Yoga, a holistic practice that focuses on mind-body connection, is beneficial for managing stress, boosting memory and relieving symptoms of chronic conditions such as arthritis. A new study has found that yoga as a complementary therapy may help heart failure patients improve their quality of life and cardiovascular function.
Heart failure, also known as congestive heart failure, is a cardiovascular disease when the heart fails to pump properly, leading to fluid buildup, shortness of breath and other complications.
The condition affects around six million adults in the United States, according to the Centers for Disease Control and Prevention(CDC).
To understand the benefits of yoga on patients with heart failure, researchers evaluated 75 people admitted to a healthcare center in the southern part of India. All the participants were in Class III of the NYHA (New York Heart Association) functional classification system, which rates the severity of physical activity limitations, with Class I representing mild limitations and Class IV the most severe.
Out of the total participants, 35 received yoga therapy, along with guideline-directed medical therapy, while the rest received only guideline-directed medical therapy. The therapy group was taught selected techniques like pranayama, meditation and relaxation techniques. They practiced them at least five days a week for 12 months.
During follow-ups, researchers measured the heart health of all participants using the echocardiographic parameters. To measure the changes in quality of life, the team used the World Health Organization’s quality of life questionnaire. Participants were asked to fill out the questionnaire at the beginning of the study, at 24 weeks and after 48 weeks of follow-up.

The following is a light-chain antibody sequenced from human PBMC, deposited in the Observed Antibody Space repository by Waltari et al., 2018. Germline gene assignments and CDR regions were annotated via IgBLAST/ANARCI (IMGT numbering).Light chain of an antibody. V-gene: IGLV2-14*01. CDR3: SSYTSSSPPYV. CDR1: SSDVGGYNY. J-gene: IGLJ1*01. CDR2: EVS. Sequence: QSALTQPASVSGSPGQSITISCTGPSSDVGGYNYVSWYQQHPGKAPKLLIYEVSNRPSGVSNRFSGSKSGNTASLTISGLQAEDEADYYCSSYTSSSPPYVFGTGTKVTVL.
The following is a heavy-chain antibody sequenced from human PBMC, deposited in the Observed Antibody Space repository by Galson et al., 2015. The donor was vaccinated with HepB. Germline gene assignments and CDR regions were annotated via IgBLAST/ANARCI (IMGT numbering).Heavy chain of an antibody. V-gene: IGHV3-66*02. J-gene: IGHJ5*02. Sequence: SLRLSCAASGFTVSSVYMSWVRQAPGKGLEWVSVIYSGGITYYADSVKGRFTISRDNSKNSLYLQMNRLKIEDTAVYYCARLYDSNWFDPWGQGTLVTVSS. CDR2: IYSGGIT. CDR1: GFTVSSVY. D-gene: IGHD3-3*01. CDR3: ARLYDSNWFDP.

Researchers saw improvements in endurance, strength, balance, symptom stability, quality of life and cardiovascular function in the group that used yoga as a complementary therapy.
“At both the six- and 12-month follow-up improved biventricular systolic function was seen in the interventional (yoga) group compared to the non-interventional group. The interventional group also showed substantial improvement in functional outcomes as assessed by the NYHA classification,” researchers said in a news release.
The study was presented at the American College of Cardiology Asia 2023 conference in the Philippines.
“Yoga is a combination of mind-body techniques, which is a set of physical exercises (asana) with breathing techniques (pranayama), relaxation, and meditation that can be effectively used to stimulate physical and mental well-being,” said study lead author Ajit Singh, research scientist for the Indian Council for Medical Research at Kasturba Medical College and Hospital. “Our patients observed improvement in systolic blood pressure and heart rate compared to patients who were on medication without yoga.”
Published by Medicaldaily.com